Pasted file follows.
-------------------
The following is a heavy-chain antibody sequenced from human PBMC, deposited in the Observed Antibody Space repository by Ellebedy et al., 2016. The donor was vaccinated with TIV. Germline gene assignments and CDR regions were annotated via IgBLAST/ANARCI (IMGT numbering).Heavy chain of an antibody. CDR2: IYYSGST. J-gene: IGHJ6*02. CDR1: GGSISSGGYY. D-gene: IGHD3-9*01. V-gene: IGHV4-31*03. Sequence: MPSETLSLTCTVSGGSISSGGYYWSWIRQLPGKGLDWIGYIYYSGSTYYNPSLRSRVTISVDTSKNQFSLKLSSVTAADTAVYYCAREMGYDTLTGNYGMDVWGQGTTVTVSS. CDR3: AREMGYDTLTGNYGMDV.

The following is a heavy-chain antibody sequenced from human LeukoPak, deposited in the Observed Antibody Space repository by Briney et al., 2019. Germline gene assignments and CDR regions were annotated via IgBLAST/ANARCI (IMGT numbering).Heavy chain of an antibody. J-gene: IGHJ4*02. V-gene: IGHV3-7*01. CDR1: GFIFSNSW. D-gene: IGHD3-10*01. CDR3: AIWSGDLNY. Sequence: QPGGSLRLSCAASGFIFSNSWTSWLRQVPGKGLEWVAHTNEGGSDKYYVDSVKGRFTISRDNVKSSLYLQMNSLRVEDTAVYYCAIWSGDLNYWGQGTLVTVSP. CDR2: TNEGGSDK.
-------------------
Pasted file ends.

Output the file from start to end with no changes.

The following is a heavy-chain antibody sequenced from human PBMC, deposited in the Observed Antibody Space repository by Ellebedy et al., 2016. The donor was vaccinated with TIV. Germline gene assignments and CDR regions were annotated via IgBLAST/ANARCI (IMGT numbering).Heavy chain of an antibody. CDR2: IYYSGST. J-gene: IGHJ6*02. CDR1: GGSISSGGYY. D-gene: IGHD3-9*01. V-gene: IGHV4-31*03. Sequence: MPSETLSLTCTVSGGSISSGGYYWSWIRQLPGKGLDWIGYIYYSGSTYYNPSLRSRVTISVDTSKNQFSLKLSSVTAADTAVYYCAREMGYDTLTGNYGMDVWGQGTTVTVSS. CDR3: AREMGYDTLTGNYGMDV.

The following is a heavy-chain antibody sequenced from human LeukoPak, deposited in the Observed Antibody Space repository by Briney et al., 2019. Germline gene assignments and CDR regions were annotated via IgBLAST/ANARCI (IMGT numbering).Heavy chain of an antibody. J-gene: IGHJ4*02. V-gene: IGHV3-7*01. CDR1: GFIFSNSW. D-gene: IGHD3-10*01. CDR3: AIWSGDLNY. Sequence: QPGGSLRLSCAASGFIFSNSWTSWLRQVPGKGLEWVAHTNEGGSDKYYVDSVKGRFTISRDNVKSSLYLQMNSLRVEDTAVYYCAIWSGDLNYWGQGTLVTVSP. CDR2: TNEGGSDK.